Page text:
Describe a few things that could happen over the next two months, that would cause you to review your posting here. Try to be very specific as you describe a threshold that, once crossed, would make you radically reassess being here in Afghanistan
The dirty work of ACH is much easier with the PARC software. It handles both inconsistency and weighted inconsistency scores. You can sort evidence by order addedd, diagnosticity, type, credibility, relevence, or even user criterion. Best of all it comes with a built in ACH tutorial that will guide you through the process if you are a newbie or just a little rusty.
If you hooked your laptop to a large screen monitor or multimedia projector PARC ACH would make a good collaborative tool. The whole team could readily see the effects of changes without being slowed by the need for someone with neat handwriting.
Did I mention that it is free?
Map Maker is an Android application for creating maps in a disaster zone. It is designed to allow aid workers to quickly and easily create a map of the area they are working in. After a disaster such as a hurricane or earthquake the landscape can change so fundamentally that existing maps are rendered out of date. Knowing things like which roads are passable, where field hospitals are and suitable aircraft landing areas makes it far easier to manage an emergency.
The chart above was generated when I compared relative interest in Darfur, Iraq, Afghanistan, and the Congo, with Sweden as a control.
The results were pretty interesting. Searches for Iraq seem to correspond with increases in media coverage. No surprises there. The big surprise for me was Sweden. Google user are more interested in Sweden than they are in Darfur, Afghanistan, and the Congo. Talk about forgotten conflicts!
Flag B is interesting. It marks George Bush's call for more NATO troops in Afghanistan and clearly shows an increase in media coverage of Afghanistan. It even overtook coverage of Iraq for a short while. However, the general public took no notice.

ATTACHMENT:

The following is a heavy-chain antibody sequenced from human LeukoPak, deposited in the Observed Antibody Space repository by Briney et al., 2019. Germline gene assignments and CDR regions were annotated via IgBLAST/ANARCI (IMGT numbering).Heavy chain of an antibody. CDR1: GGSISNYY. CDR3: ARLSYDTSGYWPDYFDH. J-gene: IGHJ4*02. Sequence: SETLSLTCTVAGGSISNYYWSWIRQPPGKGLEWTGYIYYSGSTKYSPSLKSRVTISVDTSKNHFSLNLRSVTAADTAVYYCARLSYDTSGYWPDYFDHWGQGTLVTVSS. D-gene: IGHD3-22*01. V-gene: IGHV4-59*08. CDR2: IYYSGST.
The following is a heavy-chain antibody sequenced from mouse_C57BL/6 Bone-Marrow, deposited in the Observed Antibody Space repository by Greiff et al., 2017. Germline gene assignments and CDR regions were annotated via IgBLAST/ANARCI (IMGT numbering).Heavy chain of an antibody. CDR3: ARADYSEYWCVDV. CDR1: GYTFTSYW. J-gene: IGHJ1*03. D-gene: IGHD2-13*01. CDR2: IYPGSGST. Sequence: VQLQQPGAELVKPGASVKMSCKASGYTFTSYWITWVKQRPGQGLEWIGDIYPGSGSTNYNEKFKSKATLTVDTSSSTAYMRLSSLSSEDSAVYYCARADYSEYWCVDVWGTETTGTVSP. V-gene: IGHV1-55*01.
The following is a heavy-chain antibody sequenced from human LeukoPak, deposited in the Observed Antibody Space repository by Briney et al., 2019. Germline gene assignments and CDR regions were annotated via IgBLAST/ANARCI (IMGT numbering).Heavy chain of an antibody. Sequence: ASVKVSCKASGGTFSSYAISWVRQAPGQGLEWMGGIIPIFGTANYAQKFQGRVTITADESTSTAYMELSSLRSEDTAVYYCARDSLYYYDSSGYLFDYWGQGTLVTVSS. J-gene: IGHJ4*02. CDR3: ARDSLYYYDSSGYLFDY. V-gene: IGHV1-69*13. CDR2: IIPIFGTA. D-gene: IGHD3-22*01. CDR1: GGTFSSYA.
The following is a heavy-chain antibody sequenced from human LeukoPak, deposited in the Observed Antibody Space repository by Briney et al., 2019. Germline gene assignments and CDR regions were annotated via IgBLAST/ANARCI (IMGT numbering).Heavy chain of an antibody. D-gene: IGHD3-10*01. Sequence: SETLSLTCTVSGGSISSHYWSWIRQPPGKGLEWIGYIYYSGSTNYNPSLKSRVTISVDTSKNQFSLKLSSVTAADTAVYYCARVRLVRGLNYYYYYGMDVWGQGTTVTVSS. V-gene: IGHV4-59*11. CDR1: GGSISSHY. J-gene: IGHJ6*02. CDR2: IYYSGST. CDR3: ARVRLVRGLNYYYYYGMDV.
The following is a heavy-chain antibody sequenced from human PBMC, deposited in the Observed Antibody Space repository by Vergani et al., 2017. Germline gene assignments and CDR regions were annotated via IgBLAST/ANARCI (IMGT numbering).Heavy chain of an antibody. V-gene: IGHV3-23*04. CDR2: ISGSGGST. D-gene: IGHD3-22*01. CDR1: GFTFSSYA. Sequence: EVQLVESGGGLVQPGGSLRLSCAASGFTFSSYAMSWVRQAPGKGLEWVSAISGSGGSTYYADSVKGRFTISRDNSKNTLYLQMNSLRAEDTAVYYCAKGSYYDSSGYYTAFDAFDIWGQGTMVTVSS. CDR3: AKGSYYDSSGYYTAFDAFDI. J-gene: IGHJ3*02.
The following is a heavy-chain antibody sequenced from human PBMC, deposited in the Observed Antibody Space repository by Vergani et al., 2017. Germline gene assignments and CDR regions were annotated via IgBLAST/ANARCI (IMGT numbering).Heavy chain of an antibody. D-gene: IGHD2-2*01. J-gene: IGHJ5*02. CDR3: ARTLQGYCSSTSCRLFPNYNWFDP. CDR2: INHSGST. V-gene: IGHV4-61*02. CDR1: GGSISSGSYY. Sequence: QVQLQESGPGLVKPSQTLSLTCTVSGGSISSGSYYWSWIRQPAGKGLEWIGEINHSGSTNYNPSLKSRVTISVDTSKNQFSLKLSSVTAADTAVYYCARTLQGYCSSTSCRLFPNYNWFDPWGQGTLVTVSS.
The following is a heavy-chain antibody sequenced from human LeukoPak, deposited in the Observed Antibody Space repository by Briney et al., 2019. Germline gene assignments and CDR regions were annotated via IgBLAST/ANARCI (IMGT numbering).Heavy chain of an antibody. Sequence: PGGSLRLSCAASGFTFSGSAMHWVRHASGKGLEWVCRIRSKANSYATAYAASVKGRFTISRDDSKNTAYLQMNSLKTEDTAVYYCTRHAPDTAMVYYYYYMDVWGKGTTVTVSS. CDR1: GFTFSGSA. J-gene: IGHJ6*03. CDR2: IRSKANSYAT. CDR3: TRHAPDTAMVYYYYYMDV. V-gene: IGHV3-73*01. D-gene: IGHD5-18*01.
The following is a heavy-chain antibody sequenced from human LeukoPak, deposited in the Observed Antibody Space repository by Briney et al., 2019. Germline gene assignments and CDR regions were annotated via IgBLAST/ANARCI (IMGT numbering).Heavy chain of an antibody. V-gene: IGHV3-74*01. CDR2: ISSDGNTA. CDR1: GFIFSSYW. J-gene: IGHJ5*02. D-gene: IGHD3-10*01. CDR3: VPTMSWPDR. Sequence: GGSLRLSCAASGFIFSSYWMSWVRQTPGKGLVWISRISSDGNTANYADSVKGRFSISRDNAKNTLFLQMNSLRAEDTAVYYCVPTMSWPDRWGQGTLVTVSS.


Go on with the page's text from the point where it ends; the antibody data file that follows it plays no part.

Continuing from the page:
The regions chart is enlightening. Americans are predominantly interested in Iraq and seem to have forgotten about Afghanistan. The Canadians, who have troops in Afghanistan but not Iraq seem equally interested in both countries. And finally, the Swedes seem to be totally obsessed with Sweden.
Not without trepidation replaced Sweden with "beer" in my search terms. I shouldn't have. I now know that your average computer using westerner is more interested in beer than they are in Iraq and Afghanistan combined. "Darfur?... never heard of it... do they have good beer?"
If you are feeling particularly masochistic try breakfast or worse boobs. For a brief while in 2004 your average Google user was more interested in what was happening in Iraq than what they were going to have for breakfast. That aberration hasn't repeated itself since. Its also interesting to note that while American's seem equally fascinated by Iraq and breasts, Canadians have a distinct preference for the later.
We've all worked in areas where mobile phone coverage is spotty at best. MOGO Wireless has a wireless signal booster for mobile phones that claims to reduce dropped calls and boost signal strength. There is a home version that plugs into the USB port of your laptop and also a mobile version that plugs into the power port in your car. The only down side is it seems they only do 800/1900MHz so globe trotting aid workers might want to wait until other antennas are available.
I've been experimenting with geotagging lately. Its very useful for keeping track of where you took your facility security, post-incident , and other photos. Most systems are still a little kludgey but a friend pointed me to the GPS Photo Finder. Simply carry it around while you take your pictures. Later, put your camera's memory card into the GPS Photo Finder and all the location data is merged with the digital photos. Your photos can then be used GPS compatible photo software or sites such as Google Maps and Flickr.
Better Energy Systems has introduced a couple of new models of their universal solar battery charger known as the Solio. I've used the original model for a couple of years. It comes in really handy for keeping your mobile phone and gadgets charged when you are working in areas without reliable electricity. All of the models are small enough to fit into your field bag. It only takes about four hours of tropical sun to charge fully... longer at more temperate latitudes.
The only thing I don't like about the Solio is having to carry all the little adaptors needed to support my various phones, iPods and other gadgets. Of course that's really not Solio's problem. I pray for the day when gadgets come with standardized ports.